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IPv6 and IPsec in the Enterprise Today
Pages: 1, 2, 3

Tulloch: What difficulties do network administrators face when they implement IPsec on their internal networks like this?



Dixon: Often there is some confusion related to their experience with IPsec used for router-to-router tunneling or VPN remote access. The client-server scenarios I've referred to use IPsec transport mode, not tunnel mode. In the Windows implementation, IPsec transport mode doesn't require static IPs or Windows Certificate Authority certificates. It can be used with DHCP-addressed clients and servers, and with many third-party PKI vendors. I guess the most common technical barrier I see is the conflict created by having a third-party IPsec VPN client installed which disables the native Windows IPsec capabilities. The second most common technical issue is that large internal networks often have some kind of internal NAT. However, Windows IPsec supports UDP encapsulation for NAT traversal. So clients behind an internal NAT can use IPsec transport mode to hosts on the rest of the internal network. The most common policy barrier is the requirement to inspect traffic. You can configure IPsec to provide authentication only. Or you can terminate IPsec at the inspection point, create a trusted proxy for example.

I said earlier IPsec is "fairly easy" to use because like any technology there is a learning curve to overcome. Detailed knowledge about the capabilities of the implementation is required to design IPsec policies that work for a particular environment.

To help address all of the planning and impact considerations, I co-authored with Microsoft a very detailed planning and troubleshooting guide called Server and Domain Isolation Using IPsec. I was really happy to publish this guide so we could make it easier to design solutions. My company now is focused almost exclusively on helping deploy this and other scenarios using IPsec for IPv4 and IPv6, and on training IT services companies to be able to do this.

Tulloch: Can you point network administrators to some good resources for deploying IPSec to secure internal networks?

Dixon: It's probably best to rely on each vendor's documentation about their IPsec implementation. While at Microsoft, I helped author most of the Windows IPsec guides, online help, resource kit chapters, white papers, etc. The architecture and design white papers are the place to start for envisioning how IPsec might be used to solve your network security issues. The most in-depth guide we wrote about the technology was the Windows Server 2003 IPsec Technical Reference. The best troubleshooting guide is Chapter 7 of the Server and Domain Isolation Guide. (See http://www.microsoft.com/ipsec and http://www.microsoft.com/sdisolation.)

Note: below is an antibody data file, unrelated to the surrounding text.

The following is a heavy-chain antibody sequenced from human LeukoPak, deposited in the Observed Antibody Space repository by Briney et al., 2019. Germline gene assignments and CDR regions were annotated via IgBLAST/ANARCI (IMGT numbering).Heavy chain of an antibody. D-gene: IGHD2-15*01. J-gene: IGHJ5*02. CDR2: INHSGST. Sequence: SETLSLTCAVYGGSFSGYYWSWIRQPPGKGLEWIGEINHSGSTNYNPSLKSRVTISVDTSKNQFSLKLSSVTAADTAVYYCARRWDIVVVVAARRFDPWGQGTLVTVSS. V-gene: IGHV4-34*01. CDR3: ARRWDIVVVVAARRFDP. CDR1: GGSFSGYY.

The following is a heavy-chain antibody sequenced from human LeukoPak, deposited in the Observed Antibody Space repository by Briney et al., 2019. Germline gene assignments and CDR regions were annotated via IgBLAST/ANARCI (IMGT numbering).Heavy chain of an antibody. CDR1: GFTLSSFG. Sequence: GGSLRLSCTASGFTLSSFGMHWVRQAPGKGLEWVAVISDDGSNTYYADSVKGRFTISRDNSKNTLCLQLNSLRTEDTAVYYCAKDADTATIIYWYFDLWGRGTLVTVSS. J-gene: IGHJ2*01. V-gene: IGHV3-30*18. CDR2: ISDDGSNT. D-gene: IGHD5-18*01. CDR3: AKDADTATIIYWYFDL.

Tulloch: Finally, any thoughts concerning IPv6 and IPsec enhancements in the upcoming Windows Vista platform?

Dixon: I'm very happy with the integration of Windows Firewall, IPsec Policy, and full IPsec for IPv6 in Windows Vista. It is important to understand that you can simulate IPv6 security scenarios with IPsec for IPv4 now. Windows Vista will be the first release to make available IPsec options for IPv6 sockets so that applications can integrate IPsec protection for their traffic. It pains me to know that developers will probably wait several years until Windows Vista becomes as common as Windows 2000 clients are now.

I think the Network Access Protection (NAP) capabilities of Windows Vista and Longhorn Server are extremely interesting. NAP can do client health checks not only during the 802.1x and DHCP authentication, but also during IPsec IKE authentication. Thus a Server Isolation scenario today will be able to provide even stronger assurance and authorization using IPsec-based NAP policies.

There is one problem still that is really important to solve so that applications will have end-to-end IPv6 connectivity: the barrier of the host firewall. Host firewalls now are extremely common. So how would a peer-to-peer IPv6 application connect to another peer? I think the answer could be that the application uses IPsec socket options to authenticate and the firewall can then authorize that inbound connection. I've just finished a paper to describe this if anyone is interested at V6 Security, and the paper is titled "Unblocking IPv6 Applications: Safely Connecting Through Host and Edge Firewalls with IPsec."

Tulloch: Thanks for your time, William, and for being willing to share your knowledge with O'Reilly readers.

Mitch Tulloch is the author of Windows 2000 Administration in a Nutshell, Windows Server 2003 in a Nutshell, and Windows Server Hacks.


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